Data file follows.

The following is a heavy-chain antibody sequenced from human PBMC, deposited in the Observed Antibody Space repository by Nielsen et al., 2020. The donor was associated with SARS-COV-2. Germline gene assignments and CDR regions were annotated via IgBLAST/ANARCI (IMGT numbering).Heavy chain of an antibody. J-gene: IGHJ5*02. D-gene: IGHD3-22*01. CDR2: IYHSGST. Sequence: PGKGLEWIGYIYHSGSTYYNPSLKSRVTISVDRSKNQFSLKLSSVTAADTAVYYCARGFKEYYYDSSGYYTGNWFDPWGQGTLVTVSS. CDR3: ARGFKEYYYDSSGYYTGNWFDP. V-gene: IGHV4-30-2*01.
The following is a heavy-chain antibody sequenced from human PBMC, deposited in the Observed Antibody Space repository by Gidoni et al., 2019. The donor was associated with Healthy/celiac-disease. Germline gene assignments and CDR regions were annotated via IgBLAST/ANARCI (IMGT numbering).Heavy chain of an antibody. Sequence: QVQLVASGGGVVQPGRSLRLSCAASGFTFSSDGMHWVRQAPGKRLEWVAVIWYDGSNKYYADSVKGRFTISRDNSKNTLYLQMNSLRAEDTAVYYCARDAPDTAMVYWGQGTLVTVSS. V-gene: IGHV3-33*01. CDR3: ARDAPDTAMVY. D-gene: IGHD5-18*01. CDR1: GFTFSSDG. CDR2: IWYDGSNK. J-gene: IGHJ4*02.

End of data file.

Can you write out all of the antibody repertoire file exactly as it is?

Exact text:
The following is a heavy-chain antibody sequenced from human PBMC, deposited in the Observed Antibody Space repository by Nielsen et al., 2020. The donor was associated with SARS-COV-2. Germline gene assignments and CDR regions were annotated via IgBLAST/ANARCI (IMGT numbering).Heavy chain of an antibody. J-gene: IGHJ5*02. D-gene: IGHD3-22*01. CDR2: IYHSGST. Sequence: PGKGLEWIGYIYHSGSTYYNPSLKSRVTISVDRSKNQFSLKLSSVTAADTAVYYCARGFKEYYYDSSGYYTGNWFDPWGQGTLVTVSS. CDR3: ARGFKEYYYDSSGYYTGNWFDP. V-gene: IGHV4-30-2*01.
The following is a heavy-chain antibody sequenced from human PBMC, deposited in the Observed Antibody Space repository by Gidoni et al., 2019. The donor was associated with Healthy/celiac-disease. Germline gene assignments and CDR regions were annotated via IgBLAST/ANARCI (IMGT numbering).Heavy chain of an antibody. Sequence: QVQLVASGGGVVQPGRSLRLSCAASGFTFSSDGMHWVRQAPGKRLEWVAVIWYDGSNKYYADSVKGRFTISRDNSKNTLYLQMNSLRAEDTAVYYCARDAPDTAMVYWGQGTLVTVSS. V-gene: IGHV3-33*01. CDR3: ARDAPDTAMVY. D-gene: IGHD5-18*01. CDR1: GFTFSSDG. CDR2: IWYDGSNK. J-gene: IGHJ4*02.